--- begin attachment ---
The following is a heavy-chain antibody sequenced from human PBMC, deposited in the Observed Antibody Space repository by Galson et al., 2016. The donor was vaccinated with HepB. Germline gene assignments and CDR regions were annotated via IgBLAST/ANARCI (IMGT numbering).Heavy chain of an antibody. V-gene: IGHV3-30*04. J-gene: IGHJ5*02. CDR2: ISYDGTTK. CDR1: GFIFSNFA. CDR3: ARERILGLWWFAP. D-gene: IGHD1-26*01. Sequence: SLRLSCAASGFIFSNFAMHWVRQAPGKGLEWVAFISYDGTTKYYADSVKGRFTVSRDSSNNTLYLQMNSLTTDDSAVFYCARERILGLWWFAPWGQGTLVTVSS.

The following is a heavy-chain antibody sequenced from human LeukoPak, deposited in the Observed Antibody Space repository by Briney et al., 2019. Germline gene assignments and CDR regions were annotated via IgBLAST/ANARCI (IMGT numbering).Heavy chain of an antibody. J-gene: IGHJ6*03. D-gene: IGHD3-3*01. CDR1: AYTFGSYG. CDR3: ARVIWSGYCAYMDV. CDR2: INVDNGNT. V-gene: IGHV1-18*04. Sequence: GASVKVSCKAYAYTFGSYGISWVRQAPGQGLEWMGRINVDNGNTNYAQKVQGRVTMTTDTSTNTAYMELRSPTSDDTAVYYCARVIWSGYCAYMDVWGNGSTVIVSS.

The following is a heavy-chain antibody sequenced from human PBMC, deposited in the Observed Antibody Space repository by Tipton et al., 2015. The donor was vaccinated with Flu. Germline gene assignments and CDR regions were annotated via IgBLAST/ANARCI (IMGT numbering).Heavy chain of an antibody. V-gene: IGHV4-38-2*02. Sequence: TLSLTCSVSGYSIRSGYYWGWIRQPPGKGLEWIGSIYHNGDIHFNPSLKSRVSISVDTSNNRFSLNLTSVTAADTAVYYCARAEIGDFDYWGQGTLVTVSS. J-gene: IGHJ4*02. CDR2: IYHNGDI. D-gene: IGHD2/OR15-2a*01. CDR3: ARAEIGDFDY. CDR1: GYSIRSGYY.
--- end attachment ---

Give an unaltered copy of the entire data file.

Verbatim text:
The following is a heavy-chain antibody sequenced from human PBMC, deposited in the Observed Antibody Space repository by Galson et al., 2016. The donor was vaccinated with HepB. Germline gene assignments and CDR regions were annotated via IgBLAST/ANARCI (IMGT numbering).Heavy chain of an antibody. V-gene: IGHV3-30*04. J-gene: IGHJ5*02. CDR2: ISYDGTTK. CDR1: GFIFSNFA. CDR3: ARERILGLWWFAP. D-gene: IGHD1-26*01. Sequence: SLRLSCAASGFIFSNFAMHWVRQAPGKGLEWVAFISYDGTTKYYADSVKGRFTVSRDSSNNTLYLQMNSLTTDDSAVFYCARERILGLWWFAPWGQGTLVTVSS.

The following is a heavy-chain antibody sequenced from human LeukoPak, deposited in the Observed Antibody Space repository by Briney et al., 2019. Germline gene assignments and CDR regions were annotated via IgBLAST/ANARCI (IMGT numbering).Heavy chain of an antibody. J-gene: IGHJ6*03. D-gene: IGHD3-3*01. CDR1: AYTFGSYG. CDR3: ARVIWSGYCAYMDV. CDR2: INVDNGNT. V-gene: IGHV1-18*04. Sequence: GASVKVSCKAYAYTFGSYGISWVRQAPGQGLEWMGRINVDNGNTNYAQKVQGRVTMTTDTSTNTAYMELRSPTSDDTAVYYCARVIWSGYCAYMDVWGNGSTVIVSS.

The following is a heavy-chain antibody sequenced from human PBMC, deposited in the Observed Antibody Space repository by Tipton et al., 2015. The donor was vaccinated with Flu. Germline gene assignments and CDR regions were annotated via IgBLAST/ANARCI (IMGT numbering).Heavy chain of an antibody. V-gene: IGHV4-38-2*02. Sequence: TLSLTCSVSGYSIRSGYYWGWIRQPPGKGLEWIGSIYHNGDIHFNPSLKSRVSISVDTSNNRFSLNLTSVTAADTAVYYCARAEIGDFDYWGQGTLVTVSS. J-gene: IGHJ4*02. CDR2: IYHNGDI. D-gene: IGHD2/OR15-2a*01. CDR3: ARAEIGDFDY. CDR1: GYSIRSGYY.